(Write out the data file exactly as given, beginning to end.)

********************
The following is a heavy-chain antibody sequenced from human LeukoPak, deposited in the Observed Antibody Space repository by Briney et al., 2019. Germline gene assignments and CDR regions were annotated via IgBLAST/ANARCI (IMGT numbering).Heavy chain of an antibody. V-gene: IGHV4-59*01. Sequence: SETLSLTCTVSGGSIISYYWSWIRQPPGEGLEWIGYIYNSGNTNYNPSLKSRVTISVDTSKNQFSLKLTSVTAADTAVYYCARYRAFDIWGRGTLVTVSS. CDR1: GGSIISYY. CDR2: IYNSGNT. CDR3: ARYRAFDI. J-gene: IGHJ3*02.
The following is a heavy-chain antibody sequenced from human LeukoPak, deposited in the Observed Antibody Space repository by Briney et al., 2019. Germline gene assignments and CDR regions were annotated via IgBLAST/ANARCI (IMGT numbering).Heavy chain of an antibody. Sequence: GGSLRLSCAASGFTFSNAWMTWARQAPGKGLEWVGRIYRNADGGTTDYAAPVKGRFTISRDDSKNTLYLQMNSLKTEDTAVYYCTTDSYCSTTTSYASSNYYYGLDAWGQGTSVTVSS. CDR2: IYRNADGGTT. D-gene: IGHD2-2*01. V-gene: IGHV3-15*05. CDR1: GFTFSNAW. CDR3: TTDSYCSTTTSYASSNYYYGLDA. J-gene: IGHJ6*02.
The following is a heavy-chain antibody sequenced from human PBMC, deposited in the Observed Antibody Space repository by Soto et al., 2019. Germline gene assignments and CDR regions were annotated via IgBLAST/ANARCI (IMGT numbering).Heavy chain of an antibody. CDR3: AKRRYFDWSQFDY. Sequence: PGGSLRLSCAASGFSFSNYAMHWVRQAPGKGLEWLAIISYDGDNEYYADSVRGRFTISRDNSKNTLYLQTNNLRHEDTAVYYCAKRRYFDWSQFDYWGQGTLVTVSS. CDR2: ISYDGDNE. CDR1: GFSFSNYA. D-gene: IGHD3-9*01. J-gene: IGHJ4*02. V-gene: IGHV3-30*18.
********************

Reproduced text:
The following is a heavy-chain antibody sequenced from human LeukoPak, deposited in the Observed Antibody Space repository by Briney et al., 2019. Germline gene assignments and CDR regions were annotated via IgBLAST/ANARCI (IMGT numbering).Heavy chain of an antibody. V-gene: IGHV4-59*01. Sequence: SETLSLTCTVSGGSIISYYWSWIRQPPGEGLEWIGYIYNSGNTNYNPSLKSRVTISVDTSKNQFSLKLTSVTAADTAVYYCARYRAFDIWGRGTLVTVSS. CDR1: GGSIISYY. CDR2: IYNSGNT. CDR3: ARYRAFDI. J-gene: IGHJ3*02.
The following is a heavy-chain antibody sequenced from human LeukoPak, deposited in the Observed Antibody Space repository by Briney et al., 2019. Germline gene assignments and CDR regions were annotated via IgBLAST/ANARCI (IMGT numbering).Heavy chain of an antibody. Sequence: GGSLRLSCAASGFTFSNAWMTWARQAPGKGLEWVGRIYRNADGGTTDYAAPVKGRFTISRDDSKNTLYLQMNSLKTEDTAVYYCTTDSYCSTTTSYASSNYYYGLDAWGQGTSVTVSS. CDR2: IYRNADGGTT. D-gene: IGHD2-2*01. V-gene: IGHV3-15*05. CDR1: GFTFSNAW. CDR3: TTDSYCSTTTSYASSNYYYGLDA. J-gene: IGHJ6*02.
The following is a heavy-chain antibody sequenced from human PBMC, deposited in the Observed Antibody Space repository by Soto et al., 2019. Germline gene assignments and CDR regions were annotated via IgBLAST/ANARCI (IMGT numbering).Heavy chain of an antibody. CDR3: AKRRYFDWSQFDY. Sequence: PGGSLRLSCAASGFSFSNYAMHWVRQAPGKGLEWLAIISYDGDNEYYADSVRGRFTISRDNSKNTLYLQTNNLRHEDTAVYYCAKRRYFDWSQFDYWGQGTLVTVSS. CDR2: ISYDGDNE. CDR1: GFSFSNYA. D-gene: IGHD3-9*01. J-gene: IGHJ4*02. V-gene: IGHV3-30*18.